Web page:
By Katie Thomas Glick and Sarah Thomas
The following was written by my sister, Katie and I and was featured in our local newspaper.
Many things change over the course of a year and even a decade; kids grow taller, the wise gain more wrinkles, we celebrate new life and praise lives as they depart this earth. However, some things never change, like the core values of agriculture. It’s been the same for centuries. As our first President, George Washington, once said, “Agriculture is the most healthful, most useful and most noble employment of man”.
Sure there have been significant changes and positive strides in the way we raise our animals, produce a crop and care for our land but the values are the same. Farmers produce more with less land, less water, and less environmental impact. But the core premise of agriculture has been a mainstay and tradition forever–work hard with integrity, provide for your family, grow a good crop and trust God knows what he is doing (especially with the weather).
Farmers work hard with their worn hands and calluses that stay with them for a lifetime. They rise before the sun and many times don’t come home until the moon is high in the sky. As kids, we liked to sleep in but our dad would come in and say, “girls, you’re burnin’ daylight”. He, as a farmer, was always ready to get up and take on the day. Working hard and long hours has always been a part of farming.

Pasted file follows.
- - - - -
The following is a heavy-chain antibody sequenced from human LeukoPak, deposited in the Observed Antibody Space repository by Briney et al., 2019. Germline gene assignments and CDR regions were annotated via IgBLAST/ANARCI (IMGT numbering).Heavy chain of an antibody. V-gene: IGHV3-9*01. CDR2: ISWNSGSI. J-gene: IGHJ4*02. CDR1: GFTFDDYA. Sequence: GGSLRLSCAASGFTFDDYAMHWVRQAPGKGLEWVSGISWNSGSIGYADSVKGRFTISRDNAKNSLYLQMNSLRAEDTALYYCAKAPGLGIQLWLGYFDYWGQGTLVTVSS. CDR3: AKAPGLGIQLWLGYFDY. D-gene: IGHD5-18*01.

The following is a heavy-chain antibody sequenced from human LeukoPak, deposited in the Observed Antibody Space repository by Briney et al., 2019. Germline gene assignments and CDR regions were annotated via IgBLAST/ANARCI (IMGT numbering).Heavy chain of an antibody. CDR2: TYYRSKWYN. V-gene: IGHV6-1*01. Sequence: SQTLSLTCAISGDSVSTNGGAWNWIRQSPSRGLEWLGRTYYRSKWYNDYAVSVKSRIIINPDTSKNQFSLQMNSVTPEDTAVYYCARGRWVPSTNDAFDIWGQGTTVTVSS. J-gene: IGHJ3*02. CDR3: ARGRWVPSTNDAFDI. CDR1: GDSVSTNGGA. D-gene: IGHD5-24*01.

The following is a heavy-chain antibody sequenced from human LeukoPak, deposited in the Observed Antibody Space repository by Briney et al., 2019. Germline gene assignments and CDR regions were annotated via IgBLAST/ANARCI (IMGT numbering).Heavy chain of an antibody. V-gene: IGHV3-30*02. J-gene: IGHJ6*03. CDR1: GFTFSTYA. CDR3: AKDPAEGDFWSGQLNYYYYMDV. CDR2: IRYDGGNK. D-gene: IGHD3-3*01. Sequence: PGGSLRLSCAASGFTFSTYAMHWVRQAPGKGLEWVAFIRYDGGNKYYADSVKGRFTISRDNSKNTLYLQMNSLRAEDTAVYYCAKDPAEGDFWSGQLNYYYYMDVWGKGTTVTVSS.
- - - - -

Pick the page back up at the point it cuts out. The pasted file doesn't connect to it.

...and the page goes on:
As farm girls one thing we have learned is that on the 8th day God created the farmer, but on the 9th he created the farm girl, the farm wife and the farm mom. While our mom didn’t grow up on a farm, the values she taught us alongside our dad were the same–work hard with integrity, provide for your family, grow a good crop and trust God knows what he is doing. As a young girl she wanted to own a piece of farmland just as much as our dad, and she eventually got the chance to do so.
This month we dedicate and celebrate not only the farmer but the women on the farm. We know they may not be the face of the farm or at the forefront of decisions or farm chores. However, they do need to be appreciated for raising the farm kids, caring for the farmer, doing chores when needed, caring for a baby calf in her house, running errands in town, and feeding the family. She is the woman who realizes her floors will never be clean and the laundry will never end. She needs to be thanked for working with her children on their 4-H projects last minute, running kids to club meetings, and for buying their 4-H showing outfits while she watches them work hard with the integrity she taught them.
As we celebrate Agriculture Appreciation Month this March and National Ag Day on March 15th, we encourage you to learn something new about agriculture or reach out to those working in agriculture. And as you are eating each meal, thank a farmer and pray for the farm women who also sacrificed to bring food to your table.